CD Crackdown Due as Cambodia Eyes WTO

The Council of Ministers approved an amended draft law on copyright protection Friday, paving the way for the National Assembly to consider its second law dealing with intellectual property rights.

A copyright law, which would make it illegal to copy and sell VCDs, CDs and other commercial and artistic products without permission from its creator, is one of more than 40 laws that must be passed by Parliament before Cambodia can enter the World Trade Organization.

Ministers first passed a copyright law in October. The new version of the law complies with WTO standards and the trade and intellectual property agreement signed with the US in 1996, Ministry of Commerce Secretary of State Khek Ravy said Friday.

A law governing the registration and protection of trademarks was passed unanimously by the National Assembly in December. The copyright law could be considered by the assembly’s Public Works and Transport, Post and Telecommunications, Industry and Commerce commission in a few weeks, Khek Ravy said.

Government officials still hope to gain WTO membership within the year. But that may not happen until mid-2003, when the WTO is scheduled to meet in Mexico, Khek Ravy said.

At the last WTO ministerial meeting, held in November in Doha, Qatar, member countries agreed to provide technical assistance to developing countries like Cambodia who are working toward WTO membership.

Speaking in Mexico on Friday at the UN’s International Con­ference on Financing for Devel­op­­ment, Minister of Commerce Cham Prasidh asked for aid to help poor countries improve their trading abilities.

“Because of their lack of skills and knowledge of the world’s markets, [least developed countries] have not been able to build up their supply capacity, nor are they able to meet international standards,” a UN statement quo­ted Cham Prasidh as saying.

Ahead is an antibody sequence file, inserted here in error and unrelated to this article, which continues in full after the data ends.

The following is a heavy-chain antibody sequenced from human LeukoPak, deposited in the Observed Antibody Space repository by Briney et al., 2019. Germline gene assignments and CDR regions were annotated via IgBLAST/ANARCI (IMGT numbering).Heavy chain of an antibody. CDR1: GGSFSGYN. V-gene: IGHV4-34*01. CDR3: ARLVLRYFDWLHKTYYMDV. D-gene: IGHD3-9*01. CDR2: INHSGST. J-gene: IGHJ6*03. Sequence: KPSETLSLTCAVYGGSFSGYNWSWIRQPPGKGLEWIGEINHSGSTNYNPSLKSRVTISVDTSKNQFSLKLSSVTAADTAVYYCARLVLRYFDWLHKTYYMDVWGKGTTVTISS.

“Mainstreaming trade into development policies has been neglected in the past. But nowadays, people are starting to acknowledge that trade is a tool for development, an engine for growth,” the release stated.

Cambodia first told the WTO it wanted to join in 1994 and submitted an application to the Geneva-based organization in mid-1999. In June, government authorities are scheduled to meet with officials from WTO member nations who are reviewing Cambo­dia’s membership bid, Khek Ravy said.

WTO accession could help the country’s economy through the lower tariffs and regulations enjoyed by members, government officials argue. Each member is granted equal trade status and a reduction of trade barriers. Without membership, Cam­bodia faces economic marginalization, Cham Prasidh has said.

But few of Cambodia’s current laws meet WTO standards and the government must prove its commitment to reforming customs duties and trade regulations, economic observers have said. Cambodia must also show that its laws will be enforced.

One test of whether authorities here can protect intellectual property rights will come next week when a crackdown on vendors who sell illegally-copied videos is due to take place.

Ministry of Culture officials warned of the crackdown in January. A similar crackdown in February 2001 was delayed after vendors protested.


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